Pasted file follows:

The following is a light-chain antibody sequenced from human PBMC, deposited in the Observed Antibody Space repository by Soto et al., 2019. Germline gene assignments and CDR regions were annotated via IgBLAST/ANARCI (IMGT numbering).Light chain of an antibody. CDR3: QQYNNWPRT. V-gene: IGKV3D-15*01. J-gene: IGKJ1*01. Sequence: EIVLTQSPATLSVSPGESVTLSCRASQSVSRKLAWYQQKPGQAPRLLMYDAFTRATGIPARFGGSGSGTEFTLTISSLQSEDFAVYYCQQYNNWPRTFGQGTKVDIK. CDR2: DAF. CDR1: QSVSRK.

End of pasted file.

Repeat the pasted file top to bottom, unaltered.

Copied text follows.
The following is a light-chain antibody sequenced from human PBMC, deposited in the Observed Antibody Space repository by Soto et al., 2019. Germline gene assignments and CDR regions were annotated via IgBLAST/ANARCI (IMGT numbering).Light chain of an antibody. CDR3: QQYNNWPRT. V-gene: IGKV3D-15*01. J-gene: IGKJ1*01. Sequence: EIVLTQSPATLSVSPGESVTLSCRASQSVSRKLAWYQQKPGQAPRLLMYDAFTRATGIPARFGGSGSGTEFTLTISSLQSEDFAVYYCQQYNNWPRTFGQGTKVDIK. CDR2: DAF. CDR1: QSVSRK.